The Inside Rail

Rajiv Maragh walked out of the Saratoga jocks’ room to ride the second race on Opening Day. Jose Ortiz, last year’s leading jockey, led the way to the paddock for the New York-bred 2-year-old fillies turf maiden.

Maragh, black and white silks tucked neatly into clean britches, walked just behind Ortiz’s left shoulder. The veteran jockey folded his whip along the back of his right arm, flipped up, like a pool cue in the stand. He walked, smiled, nodded, smiled, walked.

A fan in shorts and a T-shirt leaned on the outside rail of the chute and bellowed out, “Rajiv, good to see you back.” Maragh waved his left hand, like seeing an old friend.

A fan with a cooler bag and a Racing Form stood along the inside rail and pumped his fist, “Welcome back, Rajiv.” Maragh flipped his left hand, delivering a long, slow thumb’s up.

Fireworks, balloons and confetti wouldn’t have been too much. 

It was the first time Maragh had made that walk since 2014. The winner of 1,754 races missed the 2015 and 2016 Saratoga seasons while recovering from four broken vertebrae, a broken rib and a collapsed lung from a fall in July 2015.

It had been a long road back to Saratoga.

“The first Saratoga meet I missed, I didn’t have time to think about missing Saratoga,” Maragh said. “Riding, career, all that was secondary on my mind, it was just my health then. It wasn’t a consideration of coming back to riding, I was so far from that, I was in constant pain and sick all the time, I was in a bad state. The second year I missed, I was in the midst of my rehab, so I was thinking about it more.”

First-time starter Misty Forest failed to deliver a perfect ending (or beginning) to the road, winding up sixth in the 5 ½-furlong turf sprint. Maragh walked back to the jocks’ room with the same smile he wore on the way out.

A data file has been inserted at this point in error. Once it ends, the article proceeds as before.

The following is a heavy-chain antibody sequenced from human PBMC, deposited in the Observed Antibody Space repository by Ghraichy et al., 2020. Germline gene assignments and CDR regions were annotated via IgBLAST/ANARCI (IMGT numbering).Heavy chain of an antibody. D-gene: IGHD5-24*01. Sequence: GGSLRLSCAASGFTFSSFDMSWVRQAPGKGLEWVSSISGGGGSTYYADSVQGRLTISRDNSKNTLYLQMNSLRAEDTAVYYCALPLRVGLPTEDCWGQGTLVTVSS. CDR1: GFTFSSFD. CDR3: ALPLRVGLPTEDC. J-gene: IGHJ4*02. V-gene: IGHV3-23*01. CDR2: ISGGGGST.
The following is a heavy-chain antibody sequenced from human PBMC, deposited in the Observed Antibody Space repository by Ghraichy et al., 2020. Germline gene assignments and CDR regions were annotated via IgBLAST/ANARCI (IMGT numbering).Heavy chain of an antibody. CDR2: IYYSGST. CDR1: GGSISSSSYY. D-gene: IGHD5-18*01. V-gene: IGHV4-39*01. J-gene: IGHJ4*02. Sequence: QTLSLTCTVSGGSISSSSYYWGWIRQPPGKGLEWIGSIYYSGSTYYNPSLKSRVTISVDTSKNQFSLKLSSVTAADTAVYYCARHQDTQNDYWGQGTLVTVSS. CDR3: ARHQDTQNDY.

“Great. Good to be back, I wish we had a better finish but, hey, I’m in the fight, they gave me a fighting chance this year, I’m not watching this from my freaking couch or in freaking therapy. It’s so good for me, mentally, to be doing what I love to do,” Maragh said, signing a purple plastic hat to a fan named Brian. “Sometimes you don’t appreciate these things until they’re taken away from you. Now, after that, now, I enjoy every moment, don’t take it for granted.”

Those are some of the lessons you learn while lying on a couch in a back brace, leaving the house twice (for doctor’s visits) in three months, needing your wife to pick you up off the floor, push you in a wheelchair through the airport, walking once around the block and feeling exhausted, missing two straight summers at Saratoga.

Yeah, the good lessons are the hard lessons.

“It was very frustrating. I’ve dedicated my whole life to riding, I felt like finally all the seeds I had planted, the trees have grown, I was picking all the fruits…and they chopped my tree down,” Maragh said. “It’s hard to keep a positive outlook, one of things that kept me on the right track was I just kept telling myself, ‘I’m going to ride again. I’m going to ride again.’ Sixteen months, I said that.”

Maragh, 32, listened, returning in November, winning 13 races before the year was out, picking up the ride on Irish War Cry in the Triple Crown and winning 68 races already this year including graded stakes with Irish War Cry, By The Moon and Spartiatis. He’s not where he wants to be – well, Saratoga, yes – but in the big picture, he’s still making the climb, that same climb he made the first day to get to New York and all the other times after injuries knocked him off the journey.

“I pushed through, elevated my game and I got to be in New York, this was always my dream to be one of the top riders in New York. I keep plugging, what’s a few injuries going to do, every time I have to start over from scratch, ‘let me do it again.’ That keeps me motivated,” Maragh said. “I have visions of being the number one rider in the world, I’m far away from it right now, but that’s what I dreamt about at night when I was injured. I would cry myself to sleep, just from the pain, the frustration, thinking about all the things that happened. The only thing that kept me positive, I just kept thinking, ‘You know what, I’m going to be the best. I’m going to be the best.’ I’ll fight my way from the bottom to the top again.”

Maragh went 0-for-2 at Saratoga Friday. It felt like anything but the bottom.

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